c) 2012' name='copyright'/>Michael DeShane Hinton: July 2012

Friday, July 13, 2012

Who Are the Spiritual Ones?

But I, brothers, could not address you as spiritual people, but as people of the flesh, as infants in Christ. –I Corinthians 3:1

Brothers, if anyone is caught in any transgression, you who are spiritual should restore him in a spirit of gentleness. Keep watch on yourself, lest you too be tempted. –Galatians 6:1

These two verses provide a three-fold and extremely useful answer to the title question.

The first part of the answer can be expressed like this.  A spiritual person has a spiritual perspective, that is, knows the difference between carnal and spiritual, and dedicates himself to learning about and pursuing spirituality.

The second part is an extension of the first.  It is developmental.  If we were to divide the ages and stages of our life into distinct growth categories we’d come up with the same analogies used elsewhere, such as the love chapter of First Corinthians, chapter 13, which says children think like children and adults think like adults.  John speaks of it in three stages, children, youth, and adults (First John 2:12-14).  Hebrews 6:1 speaks of growing in our doctrinal understanding, elementary vs. mature.  The spiritual person, therefore has grown and developed over time, reaching maturity, characterized by fruitfulness.

The third part, more closely related to the second passage above, tells us that the spiritual ones have achieved enough moral purity to correct those caught in sin.

All the categories of thought here are related, though, because the New Testament, spiritual perspective is that the flesh is the seat and occasion of sin, and a constant struggle or cause of conflict.  Even the “spiritual ones” are cautioned against falling into the very sins they try to correct!  But he caution does not negate, dare I say it, the strong moral position from which one might correct another.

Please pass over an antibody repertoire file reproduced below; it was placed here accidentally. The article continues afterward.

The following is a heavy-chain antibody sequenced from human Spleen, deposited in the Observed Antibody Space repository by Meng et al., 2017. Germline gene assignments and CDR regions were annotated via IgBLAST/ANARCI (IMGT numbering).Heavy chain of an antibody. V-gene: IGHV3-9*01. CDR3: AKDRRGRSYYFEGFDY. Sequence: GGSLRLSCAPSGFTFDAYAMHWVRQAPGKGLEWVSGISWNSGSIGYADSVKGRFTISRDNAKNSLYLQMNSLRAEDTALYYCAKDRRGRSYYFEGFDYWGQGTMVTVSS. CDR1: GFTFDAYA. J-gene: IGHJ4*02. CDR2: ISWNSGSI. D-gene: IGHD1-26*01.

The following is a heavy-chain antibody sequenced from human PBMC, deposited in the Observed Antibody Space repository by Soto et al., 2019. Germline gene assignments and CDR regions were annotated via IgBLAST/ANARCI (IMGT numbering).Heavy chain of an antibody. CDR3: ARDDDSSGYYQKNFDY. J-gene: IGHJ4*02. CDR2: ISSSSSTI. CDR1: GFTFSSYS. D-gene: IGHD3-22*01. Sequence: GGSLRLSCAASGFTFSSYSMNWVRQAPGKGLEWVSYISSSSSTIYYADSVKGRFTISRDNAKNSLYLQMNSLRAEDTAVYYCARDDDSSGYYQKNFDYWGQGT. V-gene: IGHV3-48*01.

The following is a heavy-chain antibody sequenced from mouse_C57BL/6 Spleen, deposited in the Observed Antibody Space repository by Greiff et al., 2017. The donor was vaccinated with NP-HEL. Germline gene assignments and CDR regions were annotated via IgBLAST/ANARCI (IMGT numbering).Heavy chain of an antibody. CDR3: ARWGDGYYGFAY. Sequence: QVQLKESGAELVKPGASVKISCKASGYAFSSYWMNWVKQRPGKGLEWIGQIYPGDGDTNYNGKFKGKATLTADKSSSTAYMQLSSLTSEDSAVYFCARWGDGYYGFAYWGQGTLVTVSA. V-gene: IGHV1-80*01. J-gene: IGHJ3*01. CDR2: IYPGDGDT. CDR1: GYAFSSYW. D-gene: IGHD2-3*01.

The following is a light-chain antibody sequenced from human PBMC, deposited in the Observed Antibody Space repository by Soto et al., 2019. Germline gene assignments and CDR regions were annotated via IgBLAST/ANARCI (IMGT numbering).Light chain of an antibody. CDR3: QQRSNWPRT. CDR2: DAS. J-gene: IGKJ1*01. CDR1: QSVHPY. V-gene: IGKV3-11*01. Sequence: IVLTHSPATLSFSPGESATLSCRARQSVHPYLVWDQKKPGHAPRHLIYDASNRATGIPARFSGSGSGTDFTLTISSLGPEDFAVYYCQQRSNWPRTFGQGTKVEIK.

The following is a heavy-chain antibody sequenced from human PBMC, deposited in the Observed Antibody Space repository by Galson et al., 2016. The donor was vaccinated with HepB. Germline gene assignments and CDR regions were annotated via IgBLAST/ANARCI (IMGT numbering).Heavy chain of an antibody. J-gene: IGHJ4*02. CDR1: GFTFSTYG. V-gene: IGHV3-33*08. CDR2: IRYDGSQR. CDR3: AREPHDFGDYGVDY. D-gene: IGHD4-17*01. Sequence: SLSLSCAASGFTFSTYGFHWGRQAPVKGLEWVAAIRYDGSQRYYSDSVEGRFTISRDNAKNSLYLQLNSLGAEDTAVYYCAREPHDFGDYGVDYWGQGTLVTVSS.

To reiterate how the categories of perspective and moral victory work together let us look at one more admonition of Scripture that might help us as we earnestly and diligently pursue spiritual formation, I Corinthians 14:20:

Brothers, do not be children in your thinking. Be infants in evil, but in your thinking be mature.

Friday, July 6, 2012

The "Crucial" Issue in Spiritual Formation

So then, brothers, we are debtors, not to the flesh, to live according to the flesh. For if you live according to the flesh you will die, but if by the Spirit you put to death the deeds of the body, you will live. For all who are led by the Spirit of God are sons of God. For you did not receive the spirit of slavery to fall back into fear, but you have received the Spirit of adoption as sons, by whom we cry, “Abba! Father!” The Spirit himself bears witness with our spirit that we are children of God, and if children, then heirs—heirs of God and fellow heirs with Christ, provided we suffer with him in order that we may also be glorified with him. –Romans 8:12-17 ESV

Christianity is a vastly different religion from all others and even the one that came just before it, Judaism, based on the Law of Moses.  The Faith of Jesus Christ is vastly different because it is based on philosophical dualism, flesh vs. spirit.  Ours is a spiritual religion.

In the beginning God commanded Adam and Eve not to eat of the fruit of the tree of knowledge of good and evil, “for in the day you eat of it you shall surely die” (Genesis 2:17 ESV).

Then in the salvation historical scheme of things he rescued a covenant people from slavery in Egypt and gave them a law, saying, in effect, that they must choose to obey or perish (Deuteronomy 30:11-20).

Now in the Christian dispensation the Lord raises the stakes; he tells us that if we live according to the flesh we will die.